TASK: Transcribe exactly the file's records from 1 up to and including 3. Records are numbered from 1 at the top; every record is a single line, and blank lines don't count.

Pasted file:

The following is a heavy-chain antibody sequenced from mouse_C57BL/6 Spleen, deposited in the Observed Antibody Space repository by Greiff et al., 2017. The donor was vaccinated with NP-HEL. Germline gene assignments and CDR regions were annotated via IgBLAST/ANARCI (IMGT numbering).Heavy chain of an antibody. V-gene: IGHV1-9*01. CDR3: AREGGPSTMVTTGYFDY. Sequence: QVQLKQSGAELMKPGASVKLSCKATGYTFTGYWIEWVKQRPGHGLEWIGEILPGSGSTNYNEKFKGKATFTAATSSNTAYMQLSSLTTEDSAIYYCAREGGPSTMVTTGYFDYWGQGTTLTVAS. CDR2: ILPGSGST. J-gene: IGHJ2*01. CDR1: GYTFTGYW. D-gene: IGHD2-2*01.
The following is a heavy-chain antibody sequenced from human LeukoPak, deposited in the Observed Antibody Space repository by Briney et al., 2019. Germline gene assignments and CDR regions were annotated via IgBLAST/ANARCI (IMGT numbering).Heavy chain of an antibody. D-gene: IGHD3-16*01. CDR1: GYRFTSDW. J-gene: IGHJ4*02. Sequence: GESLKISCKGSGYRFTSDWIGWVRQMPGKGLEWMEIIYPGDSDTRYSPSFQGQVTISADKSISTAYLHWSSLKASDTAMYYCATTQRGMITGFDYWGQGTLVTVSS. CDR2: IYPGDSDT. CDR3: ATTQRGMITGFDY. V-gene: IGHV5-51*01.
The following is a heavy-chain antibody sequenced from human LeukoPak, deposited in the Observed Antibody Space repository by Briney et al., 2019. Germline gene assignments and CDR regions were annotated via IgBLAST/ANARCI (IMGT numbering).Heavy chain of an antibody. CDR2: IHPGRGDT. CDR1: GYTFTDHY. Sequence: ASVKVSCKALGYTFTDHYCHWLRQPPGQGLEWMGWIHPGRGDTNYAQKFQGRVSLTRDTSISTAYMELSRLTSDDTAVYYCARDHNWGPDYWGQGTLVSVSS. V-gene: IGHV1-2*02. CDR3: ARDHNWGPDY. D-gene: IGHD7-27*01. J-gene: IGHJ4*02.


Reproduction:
The following is a heavy-chain antibody sequenced from mouse_C57BL/6 Spleen, deposited in the Observed Antibody Space repository by Greiff et al., 2017. The donor was vaccinated with NP-HEL. Germline gene assignments and CDR regions were annotated via IgBLAST/ANARCI (IMGT numbering).Heavy chain of an antibody. V-gene: IGHV1-9*01. CDR3: AREGGPSTMVTTGYFDY. Sequence: QVQLKQSGAELMKPGASVKLSCKATGYTFTGYWIEWVKQRPGHGLEWIGEILPGSGSTNYNEKFKGKATFTAATSSNTAYMQLSSLTTEDSAIYYCAREGGPSTMVTTGYFDYWGQGTTLTVAS. CDR2: ILPGSGST. J-gene: IGHJ2*01. CDR1: GYTFTGYW. D-gene: IGHD2-2*01.
The following is a heavy-chain antibody sequenced from human LeukoPak, deposited in the Observed Antibody Space repository by Briney et al., 2019. Germline gene assignments and CDR regions were annotated via IgBLAST/ANARCI (IMGT numbering).Heavy chain of an antibody. D-gene: IGHD3-16*01. CDR1: GYRFTSDW. J-gene: IGHJ4*02. Sequence: GESLKISCKGSGYRFTSDWIGWVRQMPGKGLEWMEIIYPGDSDTRYSPSFQGQVTISADKSISTAYLHWSSLKASDTAMYYCATTQRGMITGFDYWGQGTLVTVSS. CDR2: IYPGDSDT. CDR3: ATTQRGMITGFDY. V-gene: IGHV5-51*01.
The following is a heavy-chain antibody sequenced from human LeukoPak, deposited in the Observed Antibody Space repository by Briney et al., 2019. Germline gene assignments and CDR regions were annotated via IgBLAST/ANARCI (IMGT numbering).Heavy chain of an antibody. CDR2: IHPGRGDT. CDR1: GYTFTDHY. Sequence: ASVKVSCKALGYTFTDHYCHWLRQPPGQGLEWMGWIHPGRGDTNYAQKFQGRVSLTRDTSISTAYMELSRLTSDDTAVYYCARDHNWGPDYWGQGTLVSVSS. V-gene: IGHV1-2*02. CDR3: ARDHNWGPDY. D-gene: IGHD7-27*01. J-gene: IGHJ4*02.